Webinar four – onboarding and implementation: how to acquire and retain users of digital health technologies
A session which addresses one of the challenges in digital health development which is easy to neglect or underestimate: how to ensure that people use – and continue to use – your digital health tool. The fourth and final webinar in our series on digital health innovation.
In the case of this project, the impact was in the form of direct knowledge exchange/training exercises (and ones whose impact may continue to be felt, since the webinar recordings are available to all as community training aids).
It is worth noting in this case that the knowledge did not flow in a single direction from academia to industry (something which, in this field at least, it rarely is), rather it was much more of a collaborative effort inasmuch as the webinars brought together panellists from various sectors to exchange their particular experiences and advice, and, moreover, the attendees contributed their own perspectives, leading to a rich and rewarding experience for all participants.
Given the enthusiasm of panellists and attendees alike for the webinars, there would appear to be the potential to create some sort of community of practice based around the common experience of digital healthcare development. However, it is not clear how such a community could be made sustainable, and no concrete steps have yet been taken in this respect.
It seems unlikely that any of the results of the hackathon represent an immediate opportunity for further development and/or grant application.
We have been successful in a grant application that will allow us to collaborate further with Mindwave Ventures, and in particular to use similar co-production techniques as those used here and in project H3 to investigate applications of IoT with schoolchildren (funded through the eNurture Network, one of the UKRI Mental Health Networks, value: £26,000).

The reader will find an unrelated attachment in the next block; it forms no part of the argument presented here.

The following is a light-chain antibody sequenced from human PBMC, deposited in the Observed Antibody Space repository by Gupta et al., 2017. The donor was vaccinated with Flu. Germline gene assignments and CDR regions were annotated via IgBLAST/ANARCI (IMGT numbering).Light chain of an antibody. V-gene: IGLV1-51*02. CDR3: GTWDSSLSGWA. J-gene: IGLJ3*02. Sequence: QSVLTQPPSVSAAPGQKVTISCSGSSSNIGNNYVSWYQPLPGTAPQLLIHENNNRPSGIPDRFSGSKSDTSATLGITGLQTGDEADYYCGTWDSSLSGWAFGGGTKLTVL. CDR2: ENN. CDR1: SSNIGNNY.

The collaboration with Mindwave Ventures and the University of Sheffield was successful: the combination of the experience and contacts of the former complemented well those of the latter, allowing, in particular, the development of a series of unique and fascinating digital healthcare development seminars.
The attendance (and retention) of participants in the online hackathon was disappointing. Although service users were well-represented (helped, no doubt, by payment for their involvement) and a satisfactory number of webinar attendees registered for the event, among the latter there was a high proportion of no-shows and then of drop-outs during the hackathon.
Clearly this had an effect on the quality and extent of the interactive activities and, consequently, on the results of the exercise. This should provoke reflection on the design and delivery of online collaborative exercises such as this (possibly the format – Zoom + Miro + personas + experience maps + ... – proved too complicated), and on the motivations of those involved and the rewards offered for involvement.
What has Pitch-In done for you?
The support of Pitch-In has allowed academic and commercial partners to collaborate and share their experience and advice with a sector which is in clear need of such best-practice guidance, but in which it is often difficult to find funding for knowledge exchange activities of this sort.
Dr Kat Easton – University of Sheffield